As a stand-up comic, I’m sometimes asked to appear at these, so once again this summer I endured a handful of such outdoor bookings: lovely crowds, great shows... fewer good facilities. Backstage (when there was a backstage), the conveniences were no more convenient than frontstage.
One festival booked me for two days, but not being a happy camper, I went home between the performances. On night one, I was pointed to the Comedy Tent, told what time to be there, and given my $10 food voucher (enough for about a quarter of a quarter pounder). My venue was right next to a huge old manor house – the only permanent building on site. I saw band members come and go into the house, past Security. So, I chanced it – knowing full well that as I hadn’t been told I could go in, I probably couldn’t go in.
Sure enough, I was politely directed to the scummy portaloos a few hundred yards away. No free coffee in the living room for me, nor fancy toilets with scented tissue paper.
As I sat in a pitch-black portable toilet, unwrapping a catheter using my alcohol-gelled hands, I considered that I deserved a bit more than this. I wasn’t here as a punter, but as a performer. My urological needs were far greater than the band members who right now were filtering their free coffee via regular bladders and the luxury of a mahogany toilet seat. That’s showbusiness... So, after I’d done my business, I did my show, then drove home and sent an email.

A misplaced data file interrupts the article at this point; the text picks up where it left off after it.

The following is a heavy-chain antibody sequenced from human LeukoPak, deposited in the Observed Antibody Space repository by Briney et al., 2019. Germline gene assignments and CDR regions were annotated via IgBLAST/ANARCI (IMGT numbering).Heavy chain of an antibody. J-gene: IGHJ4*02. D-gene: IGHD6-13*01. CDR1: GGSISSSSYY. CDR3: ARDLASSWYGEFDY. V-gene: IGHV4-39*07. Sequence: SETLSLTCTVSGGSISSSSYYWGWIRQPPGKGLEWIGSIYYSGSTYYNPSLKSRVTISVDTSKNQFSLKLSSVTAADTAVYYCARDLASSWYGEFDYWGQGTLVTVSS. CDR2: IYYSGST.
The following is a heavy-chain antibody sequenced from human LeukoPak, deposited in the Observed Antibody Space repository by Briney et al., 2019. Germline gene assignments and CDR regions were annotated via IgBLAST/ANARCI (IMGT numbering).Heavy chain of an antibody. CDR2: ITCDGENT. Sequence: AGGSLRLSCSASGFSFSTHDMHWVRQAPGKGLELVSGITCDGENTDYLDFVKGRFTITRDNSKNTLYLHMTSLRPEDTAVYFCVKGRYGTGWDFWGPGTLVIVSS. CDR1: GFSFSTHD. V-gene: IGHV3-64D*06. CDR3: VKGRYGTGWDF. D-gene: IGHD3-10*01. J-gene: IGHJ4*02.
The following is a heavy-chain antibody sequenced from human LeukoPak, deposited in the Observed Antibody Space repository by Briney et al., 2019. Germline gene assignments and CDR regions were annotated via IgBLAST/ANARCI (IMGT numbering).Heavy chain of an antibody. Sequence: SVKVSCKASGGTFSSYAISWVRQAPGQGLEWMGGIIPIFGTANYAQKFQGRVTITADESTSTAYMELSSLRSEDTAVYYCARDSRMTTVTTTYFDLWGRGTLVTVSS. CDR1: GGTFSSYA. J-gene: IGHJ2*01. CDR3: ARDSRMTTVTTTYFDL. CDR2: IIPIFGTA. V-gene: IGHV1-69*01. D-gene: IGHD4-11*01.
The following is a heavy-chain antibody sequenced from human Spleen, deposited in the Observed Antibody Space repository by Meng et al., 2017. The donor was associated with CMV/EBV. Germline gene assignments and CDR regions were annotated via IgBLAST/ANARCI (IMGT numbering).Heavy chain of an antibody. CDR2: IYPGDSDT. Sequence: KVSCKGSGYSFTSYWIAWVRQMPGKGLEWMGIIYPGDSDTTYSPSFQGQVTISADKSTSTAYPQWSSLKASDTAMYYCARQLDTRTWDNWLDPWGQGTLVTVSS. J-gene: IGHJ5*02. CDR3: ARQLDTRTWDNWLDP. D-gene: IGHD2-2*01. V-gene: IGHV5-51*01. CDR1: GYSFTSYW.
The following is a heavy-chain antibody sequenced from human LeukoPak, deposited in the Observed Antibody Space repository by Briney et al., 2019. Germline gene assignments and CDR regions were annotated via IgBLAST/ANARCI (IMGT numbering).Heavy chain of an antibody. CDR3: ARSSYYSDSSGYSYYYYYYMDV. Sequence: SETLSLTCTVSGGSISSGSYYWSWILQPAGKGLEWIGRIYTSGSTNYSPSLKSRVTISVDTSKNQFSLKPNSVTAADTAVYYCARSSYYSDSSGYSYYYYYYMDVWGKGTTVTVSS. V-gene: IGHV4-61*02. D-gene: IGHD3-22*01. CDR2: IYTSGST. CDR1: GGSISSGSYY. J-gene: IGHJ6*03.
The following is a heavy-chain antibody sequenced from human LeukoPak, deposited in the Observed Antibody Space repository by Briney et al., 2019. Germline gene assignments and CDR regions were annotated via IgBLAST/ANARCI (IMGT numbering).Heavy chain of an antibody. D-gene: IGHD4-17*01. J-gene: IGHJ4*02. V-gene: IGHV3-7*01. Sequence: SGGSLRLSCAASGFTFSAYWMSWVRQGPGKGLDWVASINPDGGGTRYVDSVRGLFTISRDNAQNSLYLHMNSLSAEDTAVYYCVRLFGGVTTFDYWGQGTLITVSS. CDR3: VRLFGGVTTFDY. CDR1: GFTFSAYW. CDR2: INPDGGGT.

By night two, the organizers had heard of my plight – and while I rarely plead a special case for my medical quirk, on this occasion, it was worth it. Now with special access to the fancy manor house, I took pleasure in walking past the same security guard as yesterday, now flashing my fancy pass. The toilets didn’t have mahogany seats as I’d imagined, but they did have permanents walls, a ceiling, lights, a sink, soap and a general air of cleanliness. Oh, and there was that free coffee.
I played at another festival a week later, so this time I planned ahead, emailing in advance with my access requirements (“the best quality toilets you have on site”). Kindly, rightly, without judgment but with tact, they enabled me to use the best they had. Unfortunately, this festival didn’t have a manor house, so the best they had were still just portaloos, but they were slightly nicer, slightly bigger facilities nonetheless.
It’s been a change for me this year. Where normally I try and act like everything’s normal, I’ve finally realized that there are times when it’s worth making a song and dance about our access needs, so we can enjoy the song and dance of a festival.
The opinions expressed here are of a personal and anecdotal nature, and are in no way a substitute for professional medical advice. You should always consult your doctor or nurse if you have any questions.